Once when I was crossing London on my way from Walton-on-Thames to Lowestoft, I took the tube from Waterloo to Bank. It was about 09.00 when I arrived at Waterloo, and turning a corner to enter the long wide tunnel going down to that solitary line, I immediately joined a solid wall of people, all taking the same route as me. I could hardly believe such a mass of people were queuing like that for anything. It was only about a 20-minute walk to Bank - though admittedly, in those days, the route would take you past Smithfields - the stench from which was to be avoided at all costs. And so we waited. After about five minutes the sound of a distant train echoed up the tunnel, and soon the screeching of wheels. Then suddenly the queue shuffled forwards about fifty metres and stopped again. And I heard the now less distant sound of closing doors and a train departing. And so we waited again. I looked back; the tunnel was as solid with people behind as it was in front, all patiently and silently waiting, all staring obliviously ahead (the lights were too dim to read by). All these people were smart and neat, wearing ostentatiously sober attire, and carrying briefcases, umbrellas, newspapers; men in suits, women in women's suits, all black or grey, or otherwise dark and sombre; hair neat and formal, all standing there looking blank and more or less uniform. I turned to a woman beside me and said: 'Is it like this every day?' 'Yes,' she replied, nodding, 'every day the same.' 'How do they tolerate it,' I asked, 'everyone looks well-off, and I don't suppose they're stupid.' She grinned, 'One just has to switch off,' she said, 'and accept it. That's what I do; but as soon as I've finished my Articles I'm getting out.' 'A wise decision,' I said. Then the sound of another train echoed up the tunnel, and I said, 'Will we get this one do you think?' 'Probably not.' she answered, 'It'll be the one after, but it won't take long.' She was right. The next shift forward brought us onto the platform just as a packed-out train accelerated away.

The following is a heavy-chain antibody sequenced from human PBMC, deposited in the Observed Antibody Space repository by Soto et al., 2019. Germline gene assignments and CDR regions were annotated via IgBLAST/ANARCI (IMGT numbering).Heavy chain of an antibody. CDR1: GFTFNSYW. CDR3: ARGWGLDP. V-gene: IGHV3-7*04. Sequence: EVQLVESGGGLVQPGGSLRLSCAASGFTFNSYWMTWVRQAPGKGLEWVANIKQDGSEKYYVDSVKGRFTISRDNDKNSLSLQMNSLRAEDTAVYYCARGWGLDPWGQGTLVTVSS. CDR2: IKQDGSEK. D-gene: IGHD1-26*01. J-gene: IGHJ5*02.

I reflected on my own situation driving to TVC on the early shift, sitting in traffic jams, negotiating obscure routes, weaving around this and that obstacle - to be there by 08.00. These people could at least switch off, I thought.